One of the basic points in your statement is that the action that I and my associates have taken in Birmingham is untimely. Some have asked: “Why didn’t you give the new city administration time to act?” The only answer that I can give to this query is that the new Birmingham administration must be prodded about as much as the outgoing one, before it will act. We are sadly mistaken if we feel that the election of Albert Boutwell as mayor will bring the millennium to Birmingham….
We know through painful experience that freedom is never voluntarily given by the oppressor; it must be demanded by the oppressed. Frankly, I have yet to engage in a direct action campaign that was “well timed” in the view of those who have not suffered unduly from the disease of segregation. For years now I have heard the word “Wait!” It rings in the ear of every Negro with piercing familiarity. This “Wait” has almost always meant “Never.” We must come to see, with one of our distinguished jurists, that “justice too long delayed is justice denied.”
We have waited for more than 340 years for our constitutional and God given rights. The nations of Asia and Africa are moving with jetlike speed toward gaining political independence, but we still creep at horse and buggy pace toward gaining a cup of coffee at a lunch counter. Perhaps it is easy for those who have never felt the stinging darts of segregation to say, “Wait.” But when you have seen vicious mobs lynch your mothers and fathers at will and drown your sisters and brothers at whim; when you have seen hate filled policemen curse, kick and even kill your black brothers and sisters; when you see the vast majority of your twenty million Negro brothers smothering in an airtight cage of poverty in the midst of an affluent society; when you suddenly find your tongue twisted and your speech stammering as you seek to explain to your six year old daughter why she can’t go to the public amusement park that has just been advertised on television, and see tears welling up in her eyes when she is told that Funtown is closed to colored children, and see ominous clouds of inferiority beginning to form in her little mental sky, and see her beginning to distort her personality by developing an unconscious bitterness toward white people; when you have to concoct an answer for a five year old son who is asking: “Daddy, why do white people treat colored people so mean?”; when you take a cross county drive and find it necessary to sleep night after night in the uncomfortable corners of your automobile because no motel will accept you; when you are humiliated day in and day out by nagging signs reading “white” and “colored”; when your first name becomes “nigger,” your middle name becomes “boy” (however old you are) and your last name becomes “John,” and your wife and mother are never given the respected title “Mrs.”; when you are harried by day and haunted by night by the fact that you are a Negro, living constantly at tiptoe stance, never quite knowing what to expect next, and are plagued with inner fears and outer resentments; when you are forever fighting a degenerating sense of “nobodiness”–then you will understand why we find it difficult to wait. There comes a time when the cup of endurance runs over, and men are no longer willing to be plunged into the abyss of despair. I hope, sirs, you can understand our legitimate and unavoidable impatience. You express a great deal of anxiety over our willingness to break laws. This is certainly a legitimate concern. Since we so diligently urge people to obey the Supreme Court’s decision of 1954 outlawing segregation in the public schools, at first glance it may seem rather paradoxical for us consciously to break laws. One may well ask: “How can you advocate breaking some laws and obeying others?” The answer lies in the fact that there are two types of laws: just and unjust. I would be the first to advocate obeying just laws. One has not only a legal but a moral responsibility to obey just laws. Conversely, one has a moral responsibility to disobey unjust laws. I would agree with St. Augustine that “an unjust law is no law at all.”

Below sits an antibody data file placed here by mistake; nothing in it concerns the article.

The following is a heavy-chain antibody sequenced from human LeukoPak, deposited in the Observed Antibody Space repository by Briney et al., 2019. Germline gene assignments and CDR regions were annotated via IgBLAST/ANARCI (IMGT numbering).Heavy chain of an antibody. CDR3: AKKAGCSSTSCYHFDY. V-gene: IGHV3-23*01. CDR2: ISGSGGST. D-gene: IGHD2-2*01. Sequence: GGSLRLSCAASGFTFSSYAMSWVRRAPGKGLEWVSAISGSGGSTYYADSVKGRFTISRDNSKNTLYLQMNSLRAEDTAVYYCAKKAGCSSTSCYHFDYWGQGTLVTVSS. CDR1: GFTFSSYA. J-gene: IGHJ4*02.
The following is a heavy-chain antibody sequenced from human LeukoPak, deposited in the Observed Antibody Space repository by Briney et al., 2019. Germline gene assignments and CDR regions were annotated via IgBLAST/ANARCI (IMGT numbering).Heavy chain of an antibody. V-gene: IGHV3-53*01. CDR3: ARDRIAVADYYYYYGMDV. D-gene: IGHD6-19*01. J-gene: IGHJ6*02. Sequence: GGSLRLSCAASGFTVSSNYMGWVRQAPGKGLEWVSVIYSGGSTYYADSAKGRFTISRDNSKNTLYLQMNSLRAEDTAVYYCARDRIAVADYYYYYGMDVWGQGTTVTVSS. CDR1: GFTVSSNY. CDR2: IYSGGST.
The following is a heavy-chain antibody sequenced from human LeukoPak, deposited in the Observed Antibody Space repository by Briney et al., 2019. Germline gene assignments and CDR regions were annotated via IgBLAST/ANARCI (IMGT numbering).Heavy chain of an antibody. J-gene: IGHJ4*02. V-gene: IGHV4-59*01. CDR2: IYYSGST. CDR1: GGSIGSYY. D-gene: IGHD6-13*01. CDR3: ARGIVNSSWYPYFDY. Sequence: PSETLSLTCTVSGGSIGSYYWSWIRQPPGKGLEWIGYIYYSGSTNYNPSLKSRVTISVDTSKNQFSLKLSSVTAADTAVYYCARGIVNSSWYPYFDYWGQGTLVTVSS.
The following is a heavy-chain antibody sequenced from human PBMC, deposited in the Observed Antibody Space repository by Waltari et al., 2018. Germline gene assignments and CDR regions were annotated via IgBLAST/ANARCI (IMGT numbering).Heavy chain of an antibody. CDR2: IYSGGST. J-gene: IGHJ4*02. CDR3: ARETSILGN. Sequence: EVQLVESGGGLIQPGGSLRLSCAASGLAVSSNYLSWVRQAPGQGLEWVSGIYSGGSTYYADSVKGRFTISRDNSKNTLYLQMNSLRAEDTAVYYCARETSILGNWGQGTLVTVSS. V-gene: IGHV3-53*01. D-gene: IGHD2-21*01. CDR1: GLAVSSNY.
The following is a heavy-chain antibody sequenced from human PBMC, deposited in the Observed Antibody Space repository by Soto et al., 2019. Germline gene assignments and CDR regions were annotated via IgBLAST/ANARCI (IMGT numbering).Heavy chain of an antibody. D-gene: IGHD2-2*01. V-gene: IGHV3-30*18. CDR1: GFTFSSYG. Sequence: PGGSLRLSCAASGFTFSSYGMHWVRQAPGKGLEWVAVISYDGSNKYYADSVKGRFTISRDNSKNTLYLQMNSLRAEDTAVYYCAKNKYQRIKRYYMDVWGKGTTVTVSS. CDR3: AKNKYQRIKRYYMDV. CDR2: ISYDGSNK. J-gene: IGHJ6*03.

King was released from jail a few days after this letter was written.